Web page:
Patronage and ideology in electoral behavior: Evidence from Egypt's first presidential elections
Mohamad Al-Ississ and
European Journal of Political Economy, 2015, vol. 37, issue C, 241-248
This paper investigates the impact of patronage and ideology on voter behavior and election outcomes. Egypt's first free presidential elections represent a good case study to answer the question whether private gain outweighs ideology in voter behavior on a broader level. First, we combine election results with household surveys and national statistics to estimate the impact of patronage (measured by public employment) on voting for the pre-revolution regime candidate. Second, using results of the first round of elections as a proxy for ideology, we test for the effect of ideological preferences on voting behavior. Additionally, we test for candidates' ability to mobilize supporters. Our results suggest that patronage has a stronger effect than secularist ideology but a weaker effect than pro-change ideology. Results show that the number of public sector and government employees in each electoral district has a positive impact on participation rates.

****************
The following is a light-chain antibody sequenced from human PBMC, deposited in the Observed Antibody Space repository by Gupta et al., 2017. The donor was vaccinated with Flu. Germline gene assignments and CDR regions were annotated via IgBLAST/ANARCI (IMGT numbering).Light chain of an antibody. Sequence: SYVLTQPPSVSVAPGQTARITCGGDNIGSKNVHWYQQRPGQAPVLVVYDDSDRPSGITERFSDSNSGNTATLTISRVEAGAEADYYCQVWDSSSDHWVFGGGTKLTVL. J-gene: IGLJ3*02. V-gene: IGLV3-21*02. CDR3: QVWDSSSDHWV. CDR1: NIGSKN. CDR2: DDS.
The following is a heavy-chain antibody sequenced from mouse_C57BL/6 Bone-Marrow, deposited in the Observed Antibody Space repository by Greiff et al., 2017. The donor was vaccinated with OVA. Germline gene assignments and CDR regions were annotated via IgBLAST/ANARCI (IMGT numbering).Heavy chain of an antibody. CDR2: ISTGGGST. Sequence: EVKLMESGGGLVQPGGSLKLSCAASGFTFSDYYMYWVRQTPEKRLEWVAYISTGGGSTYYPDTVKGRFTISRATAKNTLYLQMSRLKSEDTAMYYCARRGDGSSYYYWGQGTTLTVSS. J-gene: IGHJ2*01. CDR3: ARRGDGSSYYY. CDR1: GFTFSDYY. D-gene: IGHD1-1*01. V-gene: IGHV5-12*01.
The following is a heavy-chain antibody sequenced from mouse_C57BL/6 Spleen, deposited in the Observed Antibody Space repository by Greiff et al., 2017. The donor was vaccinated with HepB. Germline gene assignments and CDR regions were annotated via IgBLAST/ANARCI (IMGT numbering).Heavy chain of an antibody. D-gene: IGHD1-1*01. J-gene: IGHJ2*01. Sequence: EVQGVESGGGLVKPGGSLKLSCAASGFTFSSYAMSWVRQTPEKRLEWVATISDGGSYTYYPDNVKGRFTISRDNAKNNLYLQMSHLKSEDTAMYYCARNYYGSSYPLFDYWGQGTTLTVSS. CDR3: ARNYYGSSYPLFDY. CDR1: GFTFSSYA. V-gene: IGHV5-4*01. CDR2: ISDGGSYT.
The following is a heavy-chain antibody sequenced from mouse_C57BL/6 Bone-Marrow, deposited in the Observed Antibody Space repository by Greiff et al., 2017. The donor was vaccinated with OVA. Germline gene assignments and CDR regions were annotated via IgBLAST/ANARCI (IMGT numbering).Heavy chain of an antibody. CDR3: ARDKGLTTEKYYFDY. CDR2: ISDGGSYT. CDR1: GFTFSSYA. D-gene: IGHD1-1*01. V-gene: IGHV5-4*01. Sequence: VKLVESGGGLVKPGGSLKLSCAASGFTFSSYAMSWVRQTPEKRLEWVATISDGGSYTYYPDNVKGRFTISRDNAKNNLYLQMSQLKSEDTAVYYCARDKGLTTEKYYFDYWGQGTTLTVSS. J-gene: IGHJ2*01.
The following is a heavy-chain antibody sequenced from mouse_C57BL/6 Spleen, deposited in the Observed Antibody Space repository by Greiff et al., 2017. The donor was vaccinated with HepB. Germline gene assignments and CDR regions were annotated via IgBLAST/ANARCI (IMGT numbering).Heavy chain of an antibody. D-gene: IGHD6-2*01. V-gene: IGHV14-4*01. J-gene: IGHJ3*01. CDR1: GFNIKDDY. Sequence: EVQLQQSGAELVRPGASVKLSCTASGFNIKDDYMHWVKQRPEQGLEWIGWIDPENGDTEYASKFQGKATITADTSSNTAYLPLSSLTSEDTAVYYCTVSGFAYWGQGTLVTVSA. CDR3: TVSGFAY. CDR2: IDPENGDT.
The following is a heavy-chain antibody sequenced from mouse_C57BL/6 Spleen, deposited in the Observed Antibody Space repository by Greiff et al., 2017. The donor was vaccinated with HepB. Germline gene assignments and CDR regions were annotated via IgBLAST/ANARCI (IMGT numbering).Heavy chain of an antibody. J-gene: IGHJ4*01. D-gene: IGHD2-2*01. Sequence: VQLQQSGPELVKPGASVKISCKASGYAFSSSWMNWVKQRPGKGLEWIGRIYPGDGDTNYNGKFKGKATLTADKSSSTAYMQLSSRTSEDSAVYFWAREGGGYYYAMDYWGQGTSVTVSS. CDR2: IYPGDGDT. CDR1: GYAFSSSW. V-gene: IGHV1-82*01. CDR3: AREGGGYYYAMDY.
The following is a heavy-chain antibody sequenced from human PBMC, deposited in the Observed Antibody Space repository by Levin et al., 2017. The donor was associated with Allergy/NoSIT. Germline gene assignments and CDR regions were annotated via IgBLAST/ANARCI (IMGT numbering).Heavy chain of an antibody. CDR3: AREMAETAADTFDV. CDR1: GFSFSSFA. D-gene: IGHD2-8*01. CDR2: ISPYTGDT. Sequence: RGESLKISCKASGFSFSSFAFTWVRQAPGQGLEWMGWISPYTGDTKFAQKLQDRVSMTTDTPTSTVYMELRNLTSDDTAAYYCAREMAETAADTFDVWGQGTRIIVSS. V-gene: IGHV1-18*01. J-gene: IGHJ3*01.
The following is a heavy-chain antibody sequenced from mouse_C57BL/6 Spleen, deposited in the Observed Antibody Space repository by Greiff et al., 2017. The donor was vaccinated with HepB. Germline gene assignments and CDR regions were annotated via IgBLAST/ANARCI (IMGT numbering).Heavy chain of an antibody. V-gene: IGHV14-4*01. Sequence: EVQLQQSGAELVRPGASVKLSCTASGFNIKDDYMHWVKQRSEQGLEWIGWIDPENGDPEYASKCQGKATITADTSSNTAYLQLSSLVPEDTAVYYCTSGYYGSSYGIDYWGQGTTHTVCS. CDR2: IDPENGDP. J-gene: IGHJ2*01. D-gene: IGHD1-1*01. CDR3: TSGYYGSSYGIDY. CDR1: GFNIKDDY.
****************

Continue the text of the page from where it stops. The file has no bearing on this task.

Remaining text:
Keywords: Egypt; Voting; Patronage; Ideology (search for similar items in EconPapers)
JEL-codes: D74 P26 P48 (search for similar items in EconPapers)
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Persistent link: https://EconPapers.repec.org/RePEc:eee:poleco:v:37:y:2015:i:c:p:241-248
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